Cross-border transfers are used in many industries for sharing employee information or when consumer data is shared to complete credit card, travel or e-commerce transactions.
They are also key to web companies that collect personal information about their users and serve them targeted ads, such as Facebook and Google.
The Privacy Shield will give Europeans a way to complain about U.S. agents' access to data transferred under the framework.
The European Commission today annoonced that it has (i) finalised the reform of EU Data protection rules, which apply to all companies providing services on the EU market, (ii) negotiated the EU-U.S. Umbrella Agreement ensuring high data protection standards for data transfers across the Atlantic for law enforcement purposes, and (iii) achieved a renewed sound framework for commercial data exchange: the EU-U.S. Privacy Shield.
The Commission also made public today a draft "adequacy decision" of the Commission as well as the texts that will constitute the EU-U.S. Privacy Shield. This includes the Privacy Shield Principles companies have to abide by, as well as written commitments by the U.S. Government on the enforcement of the arrangement, including assurance on the safeguards and limitations concerning access to data by public authorities.
Vice-President Ansip said: "Now we start turning the EU-U.S. Privacy Shield into reality. Both sides of the Atlantic work to ensure that the personal data of citizens will be fully protected and that we are fit for the opportunities of the digital age. Businesses are the ones that will implement the framework; we are now in contact on a daily basis to ensure the preparation is done in the best possible way. We will continue our efforts, within the EU and on the global stage, to strengthen confidence in the online world. Trust is a must, it is what will drive our digital future."
The U.S. authorities provided commitments that the Privacy Shield will be strictly enforced and assured there is no indiscriminate or mass surveillance by national security authorities.
This will be guaranteed through:
- The new arrangement will be transparent and contain effective supervision mechanisms to ensure that companies respect their obligations, including sanctions or exclusion if they do not comply. The new rules also include tightened conditions for onward transfers to other partners by the companies participating in the scheme.
- The U.S. government has given the EU written assurance from the Office of the Director of National Intelligence that any access of public authorities for national security purposes will be subject to clear limitations, safeguards and oversight mechanisms, preventing generalised access to personal data. U.S. Secretary of State John Kerry committed to establishing a redress possibility in the area of national intelligence for Europeans through an Ombudsperson mechanism within the Department of State, who will be independent from national security services. The Ombudsperson will follow-up complaints and enquiries by individuals and inform them whether the relevant laws have been complied with. These written commitments will be published in the U.S. federal register.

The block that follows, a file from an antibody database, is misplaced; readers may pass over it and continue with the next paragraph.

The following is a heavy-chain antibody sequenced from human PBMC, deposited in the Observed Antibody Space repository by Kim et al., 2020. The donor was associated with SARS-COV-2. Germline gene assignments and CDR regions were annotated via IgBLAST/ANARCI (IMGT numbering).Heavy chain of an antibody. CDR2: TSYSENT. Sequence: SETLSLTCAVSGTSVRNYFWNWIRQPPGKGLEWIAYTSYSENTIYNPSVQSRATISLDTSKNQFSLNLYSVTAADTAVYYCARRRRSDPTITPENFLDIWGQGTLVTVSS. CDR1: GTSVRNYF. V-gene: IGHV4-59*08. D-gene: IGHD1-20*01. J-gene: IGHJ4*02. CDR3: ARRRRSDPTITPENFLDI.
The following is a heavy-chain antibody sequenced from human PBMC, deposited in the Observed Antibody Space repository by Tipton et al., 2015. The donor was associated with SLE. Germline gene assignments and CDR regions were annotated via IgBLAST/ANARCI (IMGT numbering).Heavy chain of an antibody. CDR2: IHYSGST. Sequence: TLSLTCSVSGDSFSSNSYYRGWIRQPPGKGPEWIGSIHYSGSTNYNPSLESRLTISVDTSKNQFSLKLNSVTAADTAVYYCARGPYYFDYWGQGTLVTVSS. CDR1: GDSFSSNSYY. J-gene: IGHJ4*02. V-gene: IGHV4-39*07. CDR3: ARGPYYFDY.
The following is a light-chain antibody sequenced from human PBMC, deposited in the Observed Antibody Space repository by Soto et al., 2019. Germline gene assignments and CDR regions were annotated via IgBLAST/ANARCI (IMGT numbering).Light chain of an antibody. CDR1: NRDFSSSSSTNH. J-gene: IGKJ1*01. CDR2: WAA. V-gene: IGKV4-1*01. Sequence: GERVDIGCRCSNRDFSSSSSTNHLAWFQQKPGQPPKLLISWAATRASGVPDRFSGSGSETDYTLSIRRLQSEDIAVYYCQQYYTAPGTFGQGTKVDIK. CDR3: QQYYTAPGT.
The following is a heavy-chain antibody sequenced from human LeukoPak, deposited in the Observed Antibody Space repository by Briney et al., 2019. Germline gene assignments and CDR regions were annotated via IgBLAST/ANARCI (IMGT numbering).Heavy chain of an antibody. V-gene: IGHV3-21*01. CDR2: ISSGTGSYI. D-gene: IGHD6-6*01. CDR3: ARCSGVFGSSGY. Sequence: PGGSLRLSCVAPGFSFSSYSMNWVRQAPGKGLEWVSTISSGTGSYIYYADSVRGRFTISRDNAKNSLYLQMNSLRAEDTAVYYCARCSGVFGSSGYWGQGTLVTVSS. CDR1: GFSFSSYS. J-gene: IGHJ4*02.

- Complaints have to be resolved by companies within 45 days. A free of charge Alternative Dispute Resolution solution will be available. EU citizens can also go to their national Data Protection Authorities, who will work with the Federal Trade Commission to ensure that unresolved complaints by EU citizens are investigated and resolved. If a case is not resolved by any of the other means, as a last resort there will be an arbitration mechanism ensuring an enforceable remedy. Moreover, companies can commit to comply with advice from European DPAs. This is obligatory for companies handling human resource data.
- The mechanism will monitor the functioning of the Privacy Shield, including the commitments and assurance as regards access to data for law enforcement and national security purposes. The European Commission and the U.S. Department of Commerce will conduct the review and associate national intelligence experts from the U.S. and European Data Protection Authorities. The Commission will draw on all other sources of information available, including transparency reports by companies on the extent of government access requests. The Commission will also hold an annual privacy summit with interested NGOs and stakeholders to discuss broader developments in the area of U.S. privacy law and their impact on Europeans. On the basis of the annual review, the Commission will issue a public report to the European Parliament and the Council.
Now, a committee composed of representatives of the European Member States will be consulted and the EU Data Protection Authorities will give their opinion, before a final decision by the College. In the meantime, the U.S. side will make the necessary preparations to put in place the new framework, monitoring mechanisms and the new Ombudsperson mechanism.
Following the adoption of the Judicial Redress Act by the U.S. Congress, signed into law by President Obama on 24 February, the European Commission will propose the signature of the Umbrella Agreement. The decision concluding the agreement should be adopted by the Council after obtaining the consent of the European Parliament.